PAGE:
Living unapologetically can only occur as one ages.
Being passionate and clear and driven is one hell of a combination. One of the benefits of growing older that nobody mentions is the “I-don’t-give-a-shit” mentality. It is extremely difficult to be happy if your only and primary concern is that everyone else is happy. Many gay men who have yet to disengage their internalized homophobia and sexism, take on the highly limiting “feminine role” of caring too much what others think and putting everyone’s needs before their own.
I know this ism well because for several years, I wholeheartedly and unabashedly practiced this way of being.
Until I reached the eye-opening and soul revealing age of thirty-eight, I believed that fully living and not requiring the input and concern (approval) of absolutely anybody I cared about was wrong and selfish. I truly believed that being successful and owning it was evil and pointless.
What I didn’t know then and no one will let you in on is that there is a far better way to thrive in the world.
Growing older (as gay men) is not about trying to hold on to “what never was ” or possibly “could have been”. Instead, we learn to relish and properly utilize our power. Recognize that I said relish and properly utilize. I did not say misuse, dominate or squash others.
Power is nothing to fear.
Power comes from understanding and reveling in one’s own unique skill set and take on the world.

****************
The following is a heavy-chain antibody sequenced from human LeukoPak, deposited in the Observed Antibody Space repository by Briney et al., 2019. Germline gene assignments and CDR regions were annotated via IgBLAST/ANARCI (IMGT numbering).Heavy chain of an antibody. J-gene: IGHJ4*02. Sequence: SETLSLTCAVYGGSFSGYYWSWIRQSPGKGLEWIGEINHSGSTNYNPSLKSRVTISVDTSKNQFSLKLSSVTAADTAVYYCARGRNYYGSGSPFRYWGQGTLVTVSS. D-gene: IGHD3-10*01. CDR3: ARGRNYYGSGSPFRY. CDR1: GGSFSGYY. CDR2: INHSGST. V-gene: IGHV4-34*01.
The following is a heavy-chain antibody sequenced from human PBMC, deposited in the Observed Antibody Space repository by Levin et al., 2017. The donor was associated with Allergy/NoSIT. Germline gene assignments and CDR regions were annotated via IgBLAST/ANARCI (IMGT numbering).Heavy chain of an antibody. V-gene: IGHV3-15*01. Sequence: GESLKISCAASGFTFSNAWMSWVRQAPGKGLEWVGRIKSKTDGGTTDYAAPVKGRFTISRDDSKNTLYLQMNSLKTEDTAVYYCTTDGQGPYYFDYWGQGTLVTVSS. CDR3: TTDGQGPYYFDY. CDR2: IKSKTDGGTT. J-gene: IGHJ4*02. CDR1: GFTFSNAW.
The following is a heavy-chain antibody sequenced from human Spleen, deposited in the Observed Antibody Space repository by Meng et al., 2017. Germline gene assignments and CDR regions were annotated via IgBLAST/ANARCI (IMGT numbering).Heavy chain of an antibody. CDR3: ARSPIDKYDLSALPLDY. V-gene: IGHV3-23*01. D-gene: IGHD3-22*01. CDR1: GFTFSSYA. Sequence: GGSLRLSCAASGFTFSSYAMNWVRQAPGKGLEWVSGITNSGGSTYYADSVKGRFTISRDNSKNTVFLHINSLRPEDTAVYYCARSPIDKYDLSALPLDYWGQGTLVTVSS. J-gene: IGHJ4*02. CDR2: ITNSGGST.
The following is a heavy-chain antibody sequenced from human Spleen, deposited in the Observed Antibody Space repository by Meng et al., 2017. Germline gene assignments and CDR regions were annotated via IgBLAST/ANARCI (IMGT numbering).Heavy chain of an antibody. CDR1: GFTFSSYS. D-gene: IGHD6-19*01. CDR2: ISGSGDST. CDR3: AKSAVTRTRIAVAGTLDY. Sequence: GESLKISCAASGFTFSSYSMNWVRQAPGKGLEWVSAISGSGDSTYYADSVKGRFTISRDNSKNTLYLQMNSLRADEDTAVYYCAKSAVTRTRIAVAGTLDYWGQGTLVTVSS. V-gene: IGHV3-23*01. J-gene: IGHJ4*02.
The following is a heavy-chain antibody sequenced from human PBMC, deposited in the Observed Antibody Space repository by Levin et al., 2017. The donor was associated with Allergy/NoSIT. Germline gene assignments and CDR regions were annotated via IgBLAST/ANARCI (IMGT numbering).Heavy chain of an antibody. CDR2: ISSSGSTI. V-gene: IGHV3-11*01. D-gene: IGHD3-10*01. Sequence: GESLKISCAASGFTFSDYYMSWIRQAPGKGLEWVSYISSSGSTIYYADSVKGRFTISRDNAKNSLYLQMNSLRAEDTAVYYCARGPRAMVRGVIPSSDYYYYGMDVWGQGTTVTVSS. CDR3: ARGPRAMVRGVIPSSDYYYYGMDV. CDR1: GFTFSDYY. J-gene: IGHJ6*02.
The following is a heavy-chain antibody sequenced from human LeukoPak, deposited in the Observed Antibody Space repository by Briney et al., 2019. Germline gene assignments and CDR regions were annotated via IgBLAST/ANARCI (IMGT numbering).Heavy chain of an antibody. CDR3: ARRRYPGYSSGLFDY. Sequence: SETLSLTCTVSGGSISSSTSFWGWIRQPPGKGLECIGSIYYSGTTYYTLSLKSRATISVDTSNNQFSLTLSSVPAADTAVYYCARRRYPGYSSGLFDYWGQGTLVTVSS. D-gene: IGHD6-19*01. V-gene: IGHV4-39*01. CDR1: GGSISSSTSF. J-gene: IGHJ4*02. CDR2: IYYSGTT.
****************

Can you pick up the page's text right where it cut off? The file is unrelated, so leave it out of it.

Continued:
As we age, hopefully we realize that ours is a great power. We learn to understand what it is we like and can control and determine goals, aspirations and the use of our life force in the pursuit of things that truly matter. When I was a young homo full of ideas and passion but short on follow through, self reliance and confidence, everything mattered.
I often involved myself with other confused individuals who were as scared of being themselves as I was.
In the words of M.Scott Peck in his tome for living a wonderful life,The Road Less Traveled, my opinions, thoughts, limitations and dreams were all “hand me down”.
Between the ages of nineteen and thirty I truly felt that in order to prevent people thinking that there was something seriously wrong with me, I had better keep a boyfriend. At 43, I can only look back on these shenanigans, shake my head and wonder , “What the hell was I thinking ?”
There was never anything wrong with me.
Aging will let you know there is nothing wrong with who you are and that all those folks’ opinions you spend so much time worrying about and trying to please won’t even matter given a significant amount of time. This is a welcome relief. It certainly frees up a lot of time if you are not overly and ridiculously concerned about what looks good to someone else.
At 25, I had an enormous revelation.
I was in charge of my life.
I didn’t start taking advantage of this epiphanous flash of brilliance until much later. Why don’t we as the older contigent tell the young folk to wait, to slow down ? That all the upset and angst will be for nothing.
Why are we not encouraging our younger brothers to invest in themselves and their incredible gifts ?
Is it wrong to offer advice and insight knowing full well that it may or may not be perceived as such ? As I mentioned previously, the best part of aging is not giving a shit (regarding what others think, do or say). This does not mean bitchiness or an evening of catty put downs and zany one-liners.
It means being completely responsible for your life and not waiting for someone to come and fix it or tell you how to fix it or that you are fixing it wrong.